Since their robots were powered by syringes fed by water hoses, his question sparked a discussion on the importance of removing air from hydraulic lines. This same content, which stood as impassable mountains in traditional classroom settings, was subdued by a learner who rediscovered the spark of the divine inside his spirit. What a joy to see what takes place when an approach like the QFT strips any shame felt for being “ignorant” and is combined with an unconventional setting that offers opportunities for practical application. Our camp video, which includes highlights of this experience, ends with him proudly strutting out of the lab carrying his self-built hydraulic robot arm and tongue playfully sticking out. In three days, the QFT helped Jackson recapture his innate wonder for learning.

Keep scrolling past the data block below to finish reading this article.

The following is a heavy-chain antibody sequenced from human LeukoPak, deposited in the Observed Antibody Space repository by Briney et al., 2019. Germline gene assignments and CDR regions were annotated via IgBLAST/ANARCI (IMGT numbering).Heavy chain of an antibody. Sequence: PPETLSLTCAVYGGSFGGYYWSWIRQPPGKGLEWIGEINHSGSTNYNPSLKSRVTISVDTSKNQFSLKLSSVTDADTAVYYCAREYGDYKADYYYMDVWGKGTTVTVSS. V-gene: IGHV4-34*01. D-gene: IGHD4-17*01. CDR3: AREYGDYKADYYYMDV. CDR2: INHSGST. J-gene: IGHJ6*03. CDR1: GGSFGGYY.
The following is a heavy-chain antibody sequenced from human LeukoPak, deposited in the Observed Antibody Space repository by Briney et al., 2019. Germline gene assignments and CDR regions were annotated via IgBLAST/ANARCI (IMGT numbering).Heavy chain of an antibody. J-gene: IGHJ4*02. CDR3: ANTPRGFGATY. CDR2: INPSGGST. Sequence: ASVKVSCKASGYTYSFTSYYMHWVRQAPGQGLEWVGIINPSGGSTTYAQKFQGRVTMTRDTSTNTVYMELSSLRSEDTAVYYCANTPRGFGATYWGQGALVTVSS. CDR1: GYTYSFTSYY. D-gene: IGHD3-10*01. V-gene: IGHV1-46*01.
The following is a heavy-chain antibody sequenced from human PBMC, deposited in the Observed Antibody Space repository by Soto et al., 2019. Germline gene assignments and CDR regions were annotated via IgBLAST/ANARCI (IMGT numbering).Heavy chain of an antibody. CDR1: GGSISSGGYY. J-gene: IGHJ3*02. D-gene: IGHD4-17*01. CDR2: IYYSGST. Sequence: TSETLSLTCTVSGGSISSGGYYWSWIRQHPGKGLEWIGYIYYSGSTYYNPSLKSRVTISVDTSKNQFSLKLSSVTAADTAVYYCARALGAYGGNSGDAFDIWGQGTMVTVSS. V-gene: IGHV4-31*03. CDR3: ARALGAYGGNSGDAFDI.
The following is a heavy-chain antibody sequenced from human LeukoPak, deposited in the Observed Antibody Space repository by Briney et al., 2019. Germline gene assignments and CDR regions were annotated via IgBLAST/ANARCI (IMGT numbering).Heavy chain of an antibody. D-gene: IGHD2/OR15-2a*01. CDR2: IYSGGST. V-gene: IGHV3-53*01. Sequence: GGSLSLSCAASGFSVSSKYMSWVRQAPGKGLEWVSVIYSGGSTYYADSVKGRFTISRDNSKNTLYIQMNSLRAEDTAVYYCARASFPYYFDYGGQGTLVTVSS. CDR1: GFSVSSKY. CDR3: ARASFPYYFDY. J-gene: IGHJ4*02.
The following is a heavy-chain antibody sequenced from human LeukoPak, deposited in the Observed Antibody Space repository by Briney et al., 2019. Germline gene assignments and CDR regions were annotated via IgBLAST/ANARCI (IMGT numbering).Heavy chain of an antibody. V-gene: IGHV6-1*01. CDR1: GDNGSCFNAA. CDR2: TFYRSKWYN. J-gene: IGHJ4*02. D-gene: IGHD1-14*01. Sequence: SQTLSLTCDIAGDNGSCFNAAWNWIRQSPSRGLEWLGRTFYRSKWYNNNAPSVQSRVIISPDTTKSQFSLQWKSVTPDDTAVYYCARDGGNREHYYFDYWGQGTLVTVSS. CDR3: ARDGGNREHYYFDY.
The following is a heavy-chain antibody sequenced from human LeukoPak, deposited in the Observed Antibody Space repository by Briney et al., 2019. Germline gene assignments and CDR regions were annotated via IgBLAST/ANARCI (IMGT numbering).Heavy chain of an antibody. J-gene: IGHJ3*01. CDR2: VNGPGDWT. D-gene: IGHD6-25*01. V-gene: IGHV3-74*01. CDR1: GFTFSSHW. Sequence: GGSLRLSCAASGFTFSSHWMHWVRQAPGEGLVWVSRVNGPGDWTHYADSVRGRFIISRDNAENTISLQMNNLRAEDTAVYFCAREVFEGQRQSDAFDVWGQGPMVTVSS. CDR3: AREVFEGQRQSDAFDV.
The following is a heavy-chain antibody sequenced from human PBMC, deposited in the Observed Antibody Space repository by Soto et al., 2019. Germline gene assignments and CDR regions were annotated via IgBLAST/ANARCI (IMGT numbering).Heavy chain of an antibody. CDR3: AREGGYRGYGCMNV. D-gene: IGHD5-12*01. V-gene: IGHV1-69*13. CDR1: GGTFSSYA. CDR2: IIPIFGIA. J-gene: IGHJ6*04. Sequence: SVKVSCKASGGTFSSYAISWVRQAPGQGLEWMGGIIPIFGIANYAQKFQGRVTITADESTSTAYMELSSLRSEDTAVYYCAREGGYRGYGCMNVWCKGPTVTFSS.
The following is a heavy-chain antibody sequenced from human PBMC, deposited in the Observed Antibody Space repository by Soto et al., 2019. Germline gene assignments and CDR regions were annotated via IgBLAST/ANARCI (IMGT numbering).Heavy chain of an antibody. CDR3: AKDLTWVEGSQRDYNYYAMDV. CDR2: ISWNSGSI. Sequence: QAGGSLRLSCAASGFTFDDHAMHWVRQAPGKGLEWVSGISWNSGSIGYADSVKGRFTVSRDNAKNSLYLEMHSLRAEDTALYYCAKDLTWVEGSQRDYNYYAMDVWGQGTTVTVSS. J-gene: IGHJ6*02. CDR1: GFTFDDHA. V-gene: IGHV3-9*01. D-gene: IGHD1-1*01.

THE GUIDE’S REWARD
The transformation I witnessed while being a guide for WOW! Camp learners has completely reframed my teaching philosophy. I believe with unwavering conviction I would have given up my front row seat if I didn’t enable these explorers to ask questions and conquer their challenges. Over and over, I watched the QFT serve as a springboard for them to wonder, dream, and imagine. The onus of learning was on their shoulders … and gave them the dignity of becoming heroes in their own stories. When a paradigm shift like this takes place, becoming the guide is a thrill.
And in the process, you become the hero of your own story.
Danny Delgado serves as the Media Center specialist at Prince Avenue Christian School near Athens, Georgia. His experience includes eight years of lead teaching experience in third and fourth grade classrooms. Literacy and inquiry have become his leading passions while working with students between pre-K and 12th grade. The QFT has revolutionized his professional pedagogy and personal growth in multiple areas. It is not uncommon to see him roaming the halls dressed as a book character and catching up with students. His wife, Courtney, and three small children graciously put up with him. He loves meeting other educators and welcomes their correspondence at email@example.com.